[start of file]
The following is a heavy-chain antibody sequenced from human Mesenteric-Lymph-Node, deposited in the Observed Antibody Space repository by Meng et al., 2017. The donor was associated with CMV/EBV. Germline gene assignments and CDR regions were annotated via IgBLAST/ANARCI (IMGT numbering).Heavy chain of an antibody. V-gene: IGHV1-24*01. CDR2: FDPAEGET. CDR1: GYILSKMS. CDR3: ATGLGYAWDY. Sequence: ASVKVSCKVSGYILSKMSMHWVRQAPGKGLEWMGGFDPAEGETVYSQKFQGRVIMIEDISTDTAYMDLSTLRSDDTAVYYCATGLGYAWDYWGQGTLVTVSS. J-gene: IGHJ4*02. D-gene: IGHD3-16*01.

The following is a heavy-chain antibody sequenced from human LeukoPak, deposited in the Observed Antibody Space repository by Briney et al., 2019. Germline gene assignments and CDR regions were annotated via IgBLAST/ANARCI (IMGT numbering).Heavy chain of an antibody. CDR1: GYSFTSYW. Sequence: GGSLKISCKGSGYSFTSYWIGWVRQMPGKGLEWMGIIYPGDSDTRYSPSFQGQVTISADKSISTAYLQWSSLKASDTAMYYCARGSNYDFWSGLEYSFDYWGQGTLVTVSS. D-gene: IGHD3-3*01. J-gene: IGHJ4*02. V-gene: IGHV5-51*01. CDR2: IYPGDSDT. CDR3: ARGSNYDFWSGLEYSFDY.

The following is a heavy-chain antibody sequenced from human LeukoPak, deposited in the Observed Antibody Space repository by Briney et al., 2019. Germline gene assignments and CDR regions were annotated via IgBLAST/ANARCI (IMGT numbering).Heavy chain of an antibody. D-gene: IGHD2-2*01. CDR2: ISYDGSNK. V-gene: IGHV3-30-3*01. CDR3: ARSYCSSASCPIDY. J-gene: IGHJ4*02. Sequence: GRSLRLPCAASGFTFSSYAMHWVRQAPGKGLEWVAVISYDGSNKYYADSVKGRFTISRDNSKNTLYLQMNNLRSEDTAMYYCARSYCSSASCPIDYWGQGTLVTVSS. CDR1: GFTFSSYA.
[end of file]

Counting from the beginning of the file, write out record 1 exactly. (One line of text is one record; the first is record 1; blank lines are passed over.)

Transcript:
The following is a heavy-chain antibody sequenced from human Mesenteric-Lymph-Node, deposited in the Observed Antibody Space repository by Meng et al., 2017. The donor was associated with CMV/EBV. Germline gene assignments and CDR regions were annotated via IgBLAST/ANARCI (IMGT numbering).Heavy chain of an antibody. V-gene: IGHV1-24*01. CDR2: FDPAEGET. CDR1: GYILSKMS. CDR3: ATGLGYAWDY. Sequence: ASVKVSCKVSGYILSKMSMHWVRQAPGKGLEWMGGFDPAEGETVYSQKFQGRVIMIEDISTDTAYMDLSTLRSDDTAVYYCATGLGYAWDYWGQGTLVTVSS. J-gene: IGHJ4*02. D-gene: IGHD3-16*01.